On retainer to Prince Albert of Monaco
I think I understood the Prince’s psyche by now.
Only one day later, I jotted in my journal: Albert does not really care, [he’s] just going through the motions.
Even with increased funding, I wrote myself a note to terminate my service to the Prince on June 30th 2007, five years after it began, giving myself ten months to establish the micro-Europe intelligence association and the restructuring of SIGER.
And just two weeks later, after bouncing through London to Washington, D.C. to California and back again to London, then a delayed EasyJet flight from Luton to Nice, I scribbled: My heart no longer in this.
Back in M-Base, I was beset by new intrigue. Someone had begun a campaign of phoning chief of staff Jean-Luc Allavena's former employers to enquire about him.
Who had authorized this?
My source LIDDY had the answer, even though I asked him about it as an aside after plowing through a number of items on both our dockets. It wasn’t an answer he wanted to provide, but I went at it a number of ways, prepared not to let him leave M-Base until I knew.
LIDDY finally responded, couching it in whimsical hypothetical terms, but the answer was clear:
Thierry Lacoste was trying to dig whatever dirt he could on JLA with a view to having him replaced.
LIDDY had not thought to mention this on his own because he had not perceived it as a danger to our mission.
I corrected him: any threat to JLA was a threat to the good work we were doing in service to the Prince.
After LIDDY departed, I zapped an email to JLA saying I had an answer to the mystery we’d discussed.
JLA phoned me immediately and was utterly astonished by my news, having met for breakfast with Lacoste the morning before in Paris, and confiding in him to boot.
“You warned me when I arrived in November about Lacoste’s kitchen cabinet,” JLA said to me. “You were right.”
JLA instantly phoned the Prince to convey this information, and called me back. “The Prince wants to hear all the details from you.”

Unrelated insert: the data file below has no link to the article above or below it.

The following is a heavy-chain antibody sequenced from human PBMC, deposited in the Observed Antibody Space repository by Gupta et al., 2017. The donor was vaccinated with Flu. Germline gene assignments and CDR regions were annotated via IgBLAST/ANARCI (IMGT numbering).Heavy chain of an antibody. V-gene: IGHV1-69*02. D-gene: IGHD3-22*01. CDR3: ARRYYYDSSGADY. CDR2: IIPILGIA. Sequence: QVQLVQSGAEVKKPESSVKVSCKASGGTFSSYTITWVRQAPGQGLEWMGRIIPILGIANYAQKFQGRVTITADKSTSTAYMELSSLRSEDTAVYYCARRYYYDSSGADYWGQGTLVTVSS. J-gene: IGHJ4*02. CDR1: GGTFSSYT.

And next morning, indeed, the Prince phoned. “Doctor Eringer?”
“Yes, my patient.”
“I need an antidote for Thierry Lacoste.”
“I’m working on a cocktail.”
“That might ease the pain.”
That evening, I welcomed the Prince to M-Base. He seemed relaxed in a striped shirt and khaki trousers and freshly shaven head.
Over martinis, I related LIDDY's Lacoste story, trying to put everything into proper perspective—and deescalate the situation. “Everybody around you will constantly try to undercut everybody else around you in a never-ending war for greater access and influence,” I said. “Everybody especially wants to cut away at JLA, who now stands in the way of everyone who expected to reap much influence and power during your reign by merit of their friendship with you. Thierry Lacoste’s behavior was to be expected. My only surprise is that anyone is surprised.”
I reminded the Prince that Lacoste tried to do me in as well; that Lacoste had complained to him about me when I’d supposedly interfered in the Rotolo affair, after he’d asked me to assist, after his own incompetence had become obvious.
“The best thing,” I said, “is to avoid confrontation. As Walter Bagehot wrote in The English Constitution, royalty must rise above the fray to retain its mystique.” I added, “You’re good at this anyway.”
It was true. In addition to a pathological fear of commitment, the Prince suffered a pathological fear of confrontation.